{7} Mascareñas did not object to the jury instruction or tender a curative instruction. Because he failed to preserve this error for appeal, we review only for fundamental error. See State v. Sosa, 1997-NMSC-032, ¶ ¶ 23-24, 123 N.M. 564, 943 P.2d 1017 ("Having failed to proffer accurate instructions, object to instructions given, or otherwise preserve the issue for appeal ... we will limit our evaluation to the claim of fundamental error."); Rule 12-216 NMRA 2000 (setting forth preservation requirements). In State v. Clark, we stated, "To the extent alleged violations rise to the level of fundamental error, the question will be reviewed on appeal and, if fundamental error exists, a new trial will be ordered." 108 N.M. 288, 297, 772 P.2d 322, 331 (1989), habeas corpus relief granted on other grounds by, Clark v. Tansy, 118 N.M. 486, 882 P.2d 527 (1994). Fundamental error exists "when guilt is so doubtful that it would shock the judicial conscience to allow the conviction to stand." State v. Baca, 1997-NMSC-045, ¶ 41, 124 N.M. 55, 946 P.2d 1066. In State v. Garcia, 46 N.M. 302, 309, 128 P.2d 459, 462 (1942), this Court observed, "[e]rror that is fundamental must be such error as goes to the foundation or basis of a defendant's rights or must go to the foundation of the case or take from the defendant a right which was essential to his defense and which no court could or ought to permit him to waive."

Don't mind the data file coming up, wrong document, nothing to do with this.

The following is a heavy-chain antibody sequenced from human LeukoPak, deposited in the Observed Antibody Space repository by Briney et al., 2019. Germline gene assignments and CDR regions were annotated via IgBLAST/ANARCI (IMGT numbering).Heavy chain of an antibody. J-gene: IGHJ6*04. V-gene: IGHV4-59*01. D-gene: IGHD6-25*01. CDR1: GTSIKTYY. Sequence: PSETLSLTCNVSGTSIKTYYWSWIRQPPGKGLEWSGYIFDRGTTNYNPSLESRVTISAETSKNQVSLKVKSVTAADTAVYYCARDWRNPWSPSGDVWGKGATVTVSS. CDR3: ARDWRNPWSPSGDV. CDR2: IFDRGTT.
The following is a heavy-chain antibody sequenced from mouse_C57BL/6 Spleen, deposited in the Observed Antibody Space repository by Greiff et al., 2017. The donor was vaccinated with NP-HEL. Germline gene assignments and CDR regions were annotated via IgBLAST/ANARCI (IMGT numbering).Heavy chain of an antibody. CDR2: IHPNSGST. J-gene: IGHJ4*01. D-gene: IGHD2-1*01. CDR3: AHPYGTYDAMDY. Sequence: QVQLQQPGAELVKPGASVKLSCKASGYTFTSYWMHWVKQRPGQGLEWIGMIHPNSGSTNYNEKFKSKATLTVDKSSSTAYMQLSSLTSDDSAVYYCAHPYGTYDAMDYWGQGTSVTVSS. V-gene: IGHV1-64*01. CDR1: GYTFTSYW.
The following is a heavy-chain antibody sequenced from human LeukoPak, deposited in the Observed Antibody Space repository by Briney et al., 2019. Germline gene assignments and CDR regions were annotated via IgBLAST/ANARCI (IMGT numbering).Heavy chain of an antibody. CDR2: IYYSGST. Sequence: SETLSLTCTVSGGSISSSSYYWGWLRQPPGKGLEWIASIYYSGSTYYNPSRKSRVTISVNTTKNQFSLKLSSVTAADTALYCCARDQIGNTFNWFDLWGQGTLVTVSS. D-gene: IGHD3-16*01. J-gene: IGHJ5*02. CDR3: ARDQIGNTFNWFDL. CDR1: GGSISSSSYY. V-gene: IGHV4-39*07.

{8} Mascareñas claims that fundamental error occurred because the trial court failed to provide the jury with an instruction defining criminal negligence. The jury was provided an instruction which tracked the language of UJI 14-602 NMRA 1999.2 The negligent child abuse instruction provided to the jury read:

For you to find Marcos Mascareñas guilty of child abuse resulting in death as charged in Count 1, the state must prove to your satisfaction beyond a reasonable doubt each of the following elements of the crime: